Robin Wenrick forgot her reusable bags, so she ended up with a passel of plastic ones on a recent visit to Safeway. The Berkeley resident said she's heard plastic bags litter the land, kill fish and sit in landfills for a long, long time.
"If the stores charged for bags, I definitely would have gone home and gotten my reusable bags," Wenrick said. "I used to live in Italy, and that's what they do there."
And that's just what Berkeley is thinking about. A ban on plastic bags from retail stores and a charge on paper bags may go to the city council in February.
Each year, at least 12 billion plastic bags are manufactured and sold in California, according to an industry group. But Californians recycle just 1 to 4 percent of them, says the California Integrated Waste Management Board.
In the Bay Area, about 1 million of the 3.8 billion plastic bags used each year end up in San Francisco Bay, according to an estimate by Save the Bay.
The Berkeley plan is to ban all "take-away" plastic bags from retail stores and allow stores to charge 15 to 25 cents for paper bags. The goal: encouraging people to use reusable bags.
San Jose in September approved a ban pending an environmental impact report, to make sure an ensuing shift to using more paper bags wouldn't pose even greater environmental problems.
This is the second time Berkeley has tried to pass a plastic bag ban. The city deep-sixed a similar proposal in 2007 after Oakland, which passed a plastic bag ban, was sued by plastic bag manufacturers for failing to consider the environmental effects of an increased use of paper bags. Because it lost the suit, Oakland had to overturn its ban.
"We need to create a hybrid ordinance that will keep plastic bags out of our waterways but not have the unintended consequence of increasing paper bag use," said Berkeley's recycling program manager, Andy Schneider. "We know we have to ban plastic, and we can't shift everyone to paper because we know we will be sued."
Bryan Early, a policy associate for Californian's Against Waste in Sacramento, said Berkeley's is a novel approach. "If Berkeley is sued by the plastic bag manufacturers, they can say this ordinance is not going to result in an increase in paper bag use because of the fee approach, which I think is 100 percent correct," Early said.
Plastic bag manufacturers have claimed in lawsuits that paper bags contribute to deforestation, require more energy to make and transport and create greenhouse gas emissions when they break down in the environment.
San Francisco and Malibu have bans. Oakland, Los Angeles County and Palo Alto enacted bans but were sued, with mixed outcomes. While Oakland scrapped its law, Palo Alto agreed not to expand its law; lawsuits are pending elsewhere.
The city of Los Angeles is now preparing an environmental impact report, as is San Jose, to try to prove plastic is indeed more harmful than paper.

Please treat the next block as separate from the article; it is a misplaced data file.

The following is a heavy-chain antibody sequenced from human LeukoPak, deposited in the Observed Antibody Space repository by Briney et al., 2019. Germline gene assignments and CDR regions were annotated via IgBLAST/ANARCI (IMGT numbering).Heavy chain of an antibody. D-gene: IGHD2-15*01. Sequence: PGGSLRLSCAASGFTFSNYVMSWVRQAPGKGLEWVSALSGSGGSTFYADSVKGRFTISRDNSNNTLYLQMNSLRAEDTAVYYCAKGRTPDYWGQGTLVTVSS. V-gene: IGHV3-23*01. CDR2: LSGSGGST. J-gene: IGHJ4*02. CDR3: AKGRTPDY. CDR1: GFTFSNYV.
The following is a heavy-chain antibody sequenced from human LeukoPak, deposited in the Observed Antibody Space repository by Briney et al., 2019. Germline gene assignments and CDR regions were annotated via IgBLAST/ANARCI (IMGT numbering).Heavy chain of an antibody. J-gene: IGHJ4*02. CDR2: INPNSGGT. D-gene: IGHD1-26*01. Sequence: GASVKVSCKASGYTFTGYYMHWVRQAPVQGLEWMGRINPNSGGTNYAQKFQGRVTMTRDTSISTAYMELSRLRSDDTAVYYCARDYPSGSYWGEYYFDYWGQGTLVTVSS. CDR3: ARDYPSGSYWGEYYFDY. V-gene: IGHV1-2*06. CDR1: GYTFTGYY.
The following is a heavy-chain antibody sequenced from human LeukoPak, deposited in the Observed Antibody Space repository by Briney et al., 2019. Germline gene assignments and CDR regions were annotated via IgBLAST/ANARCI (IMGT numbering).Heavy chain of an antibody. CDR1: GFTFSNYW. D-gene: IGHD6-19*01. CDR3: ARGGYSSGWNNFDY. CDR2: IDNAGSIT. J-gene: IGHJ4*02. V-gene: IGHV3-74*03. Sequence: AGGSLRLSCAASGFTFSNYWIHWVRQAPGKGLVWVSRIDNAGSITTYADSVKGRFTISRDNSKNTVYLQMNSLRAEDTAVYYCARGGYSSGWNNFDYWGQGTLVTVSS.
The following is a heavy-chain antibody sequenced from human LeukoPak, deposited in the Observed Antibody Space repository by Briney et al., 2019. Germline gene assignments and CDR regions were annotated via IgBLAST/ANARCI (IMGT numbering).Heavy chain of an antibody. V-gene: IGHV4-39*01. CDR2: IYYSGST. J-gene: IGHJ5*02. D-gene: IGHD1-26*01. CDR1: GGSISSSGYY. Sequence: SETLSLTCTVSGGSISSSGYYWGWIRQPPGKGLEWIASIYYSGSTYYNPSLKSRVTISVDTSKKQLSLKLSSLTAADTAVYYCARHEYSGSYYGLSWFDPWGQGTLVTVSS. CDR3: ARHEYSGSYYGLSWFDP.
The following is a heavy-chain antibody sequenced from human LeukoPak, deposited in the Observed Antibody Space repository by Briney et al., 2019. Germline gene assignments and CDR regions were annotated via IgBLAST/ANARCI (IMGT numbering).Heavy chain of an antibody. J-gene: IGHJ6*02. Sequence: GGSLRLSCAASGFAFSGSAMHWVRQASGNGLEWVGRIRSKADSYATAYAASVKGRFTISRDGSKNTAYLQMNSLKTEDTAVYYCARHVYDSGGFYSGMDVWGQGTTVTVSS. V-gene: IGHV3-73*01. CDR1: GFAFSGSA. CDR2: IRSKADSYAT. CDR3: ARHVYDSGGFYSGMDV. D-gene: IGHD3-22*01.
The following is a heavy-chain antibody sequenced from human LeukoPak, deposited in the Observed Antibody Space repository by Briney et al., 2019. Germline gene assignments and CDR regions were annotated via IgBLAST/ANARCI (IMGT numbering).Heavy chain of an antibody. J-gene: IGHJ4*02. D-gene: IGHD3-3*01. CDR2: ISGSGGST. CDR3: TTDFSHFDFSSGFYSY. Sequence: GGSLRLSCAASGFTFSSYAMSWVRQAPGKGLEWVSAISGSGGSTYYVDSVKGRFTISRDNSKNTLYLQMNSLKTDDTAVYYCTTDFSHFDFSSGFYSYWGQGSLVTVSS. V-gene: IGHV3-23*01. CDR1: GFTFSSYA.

While the initial study out of Los Angeles acknowledges paper bag manufacturing harm the environment, it says paper is the lesser of two evils: An increase in paper bags would be offset by the fact that they carry more groceries, so fewer bags would be used. The study also says programs to encourage using reusable bags would decrease the use of paper bags.
Chris Peck, a spokesman for the waste management board, cast a different light on the paper-plastic debate.
"You see a lot of pictures of sea animals and birds caught up in plastic bags, but with paper bags, that doesn't happen," Peck said. "Paper gets soggy, and it disintegrates."
Others argue banning the plastic bag is a bad idea. "The paper bags are going to be far worse for the environment," said Peter Grande, owner of Command Packaging in Los Angeles, which makes plastic grocery bags.
"I think the real issue is be careful of what you wish for," Grande said. "It becomes very dangerous for the government to be that involved in our lives."
In Berkeley, Schneider said the city has contacted retailers for input and filed a "mitigated negative declaration" with the state in hopes of avoiding a costly environmental impact report.
The Berkeley law says no retail store can provide plastic checkout bags, and paper bags must contain 40 percent recycled paper. Stores must charge a fee for using paper bags, the law says, and it encourages them to sell reusable bags for future use.
While cities around the state align their plastic bag bans to fend off legal assaults, grocers are signaling their tentative support for a statewide ban.
Dave Heylen, spokesman for the California Grocers Association, said members are not as worried about having to buy more paper bags as they are about having to negotiate various plastic bag bans across California.
"We want it dealt with at the state level, so it's consistent," he said.
Governor Arnold Schwarzenegger has come out in favor of a statewide ban, said spokesman Mike Naple, "and he looks forward to negotiating with the Legislature."